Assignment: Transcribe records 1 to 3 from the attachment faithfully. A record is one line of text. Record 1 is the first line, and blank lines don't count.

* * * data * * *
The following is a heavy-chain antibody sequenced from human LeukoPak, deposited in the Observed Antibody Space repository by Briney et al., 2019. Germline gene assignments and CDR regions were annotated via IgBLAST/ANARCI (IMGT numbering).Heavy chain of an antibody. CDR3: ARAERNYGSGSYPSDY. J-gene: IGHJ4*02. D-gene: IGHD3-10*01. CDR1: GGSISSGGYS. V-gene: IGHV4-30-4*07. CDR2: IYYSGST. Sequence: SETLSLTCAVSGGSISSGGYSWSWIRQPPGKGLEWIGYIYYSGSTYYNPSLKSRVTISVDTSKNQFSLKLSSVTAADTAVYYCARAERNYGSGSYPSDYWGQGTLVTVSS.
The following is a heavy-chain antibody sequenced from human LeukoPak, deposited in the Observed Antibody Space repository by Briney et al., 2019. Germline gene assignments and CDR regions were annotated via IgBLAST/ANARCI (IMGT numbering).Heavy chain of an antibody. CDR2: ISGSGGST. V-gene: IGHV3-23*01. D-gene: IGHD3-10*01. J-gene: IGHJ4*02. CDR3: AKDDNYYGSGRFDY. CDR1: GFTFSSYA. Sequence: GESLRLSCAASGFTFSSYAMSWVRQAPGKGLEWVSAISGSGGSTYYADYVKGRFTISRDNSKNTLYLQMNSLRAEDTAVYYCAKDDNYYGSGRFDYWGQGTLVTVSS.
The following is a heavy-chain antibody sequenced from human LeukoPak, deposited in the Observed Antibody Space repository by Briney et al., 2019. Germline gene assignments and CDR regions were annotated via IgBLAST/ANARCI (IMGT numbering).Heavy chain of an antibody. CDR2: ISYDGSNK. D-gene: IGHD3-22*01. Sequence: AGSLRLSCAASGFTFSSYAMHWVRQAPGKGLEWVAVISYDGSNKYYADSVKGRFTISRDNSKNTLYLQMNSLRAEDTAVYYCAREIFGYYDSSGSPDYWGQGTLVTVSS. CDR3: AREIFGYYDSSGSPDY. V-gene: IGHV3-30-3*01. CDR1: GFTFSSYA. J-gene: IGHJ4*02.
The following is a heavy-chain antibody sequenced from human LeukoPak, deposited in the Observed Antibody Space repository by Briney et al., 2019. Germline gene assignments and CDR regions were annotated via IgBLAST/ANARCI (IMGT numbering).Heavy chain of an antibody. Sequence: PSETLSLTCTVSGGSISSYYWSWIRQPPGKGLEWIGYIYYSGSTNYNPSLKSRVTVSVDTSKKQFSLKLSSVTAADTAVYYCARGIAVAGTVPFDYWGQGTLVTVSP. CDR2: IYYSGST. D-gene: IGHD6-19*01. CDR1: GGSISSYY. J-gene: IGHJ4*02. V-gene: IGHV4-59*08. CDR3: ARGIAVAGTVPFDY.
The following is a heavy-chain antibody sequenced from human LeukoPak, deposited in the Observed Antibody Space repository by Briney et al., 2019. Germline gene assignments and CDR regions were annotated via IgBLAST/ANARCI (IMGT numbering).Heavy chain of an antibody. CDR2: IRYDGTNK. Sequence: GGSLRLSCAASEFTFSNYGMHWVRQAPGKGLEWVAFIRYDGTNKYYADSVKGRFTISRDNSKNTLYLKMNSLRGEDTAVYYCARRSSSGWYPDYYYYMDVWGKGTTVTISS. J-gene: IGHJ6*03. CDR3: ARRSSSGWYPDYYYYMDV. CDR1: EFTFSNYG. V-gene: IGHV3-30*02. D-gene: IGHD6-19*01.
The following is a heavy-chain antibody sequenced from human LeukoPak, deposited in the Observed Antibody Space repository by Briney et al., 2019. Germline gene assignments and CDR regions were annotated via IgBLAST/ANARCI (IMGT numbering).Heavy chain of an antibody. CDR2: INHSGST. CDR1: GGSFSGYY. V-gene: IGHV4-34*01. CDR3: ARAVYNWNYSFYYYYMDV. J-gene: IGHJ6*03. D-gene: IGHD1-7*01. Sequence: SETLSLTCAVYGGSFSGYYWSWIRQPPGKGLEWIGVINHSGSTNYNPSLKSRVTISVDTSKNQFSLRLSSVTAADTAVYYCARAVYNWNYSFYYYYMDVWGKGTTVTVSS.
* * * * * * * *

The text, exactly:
The following is a heavy-chain antibody sequenced from human LeukoPak, deposited in the Observed Antibody Space repository by Briney et al., 2019. Germline gene assignments and CDR regions were annotated via IgBLAST/ANARCI (IMGT numbering).Heavy chain of an antibody. CDR3: ARAERNYGSGSYPSDY. J-gene: IGHJ4*02. D-gene: IGHD3-10*01. CDR1: GGSISSGGYS. V-gene: IGHV4-30-4*07. CDR2: IYYSGST. Sequence: SETLSLTCAVSGGSISSGGYSWSWIRQPPGKGLEWIGYIYYSGSTYYNPSLKSRVTISVDTSKNQFSLKLSSVTAADTAVYYCARAERNYGSGSYPSDYWGQGTLVTVSS.
The following is a heavy-chain antibody sequenced from human LeukoPak, deposited in the Observed Antibody Space repository by Briney et al., 2019. Germline gene assignments and CDR regions were annotated via IgBLAST/ANARCI (IMGT numbering).Heavy chain of an antibody. CDR2: ISGSGGST. V-gene: IGHV3-23*01. D-gene: IGHD3-10*01. J-gene: IGHJ4*02. CDR3: AKDDNYYGSGRFDY. CDR1: GFTFSSYA. Sequence: GESLRLSCAASGFTFSSYAMSWVRQAPGKGLEWVSAISGSGGSTYYADYVKGRFTISRDNSKNTLYLQMNSLRAEDTAVYYCAKDDNYYGSGRFDYWGQGTLVTVSS.
The following is a heavy-chain antibody sequenced from human LeukoPak, deposited in the Observed Antibody Space repository by Briney et al., 2019. Germline gene assignments and CDR regions were annotated via IgBLAST/ANARCI (IMGT numbering).Heavy chain of an antibody. CDR2: ISYDGSNK. D-gene: IGHD3-22*01. Sequence: AGSLRLSCAASGFTFSSYAMHWVRQAPGKGLEWVAVISYDGSNKYYADSVKGRFTISRDNSKNTLYLQMNSLRAEDTAVYYCAREIFGYYDSSGSPDYWGQGTLVTVSS. CDR3: AREIFGYYDSSGSPDY. V-gene: IGHV3-30-3*01. CDR1: GFTFSSYA. J-gene: IGHJ4*02.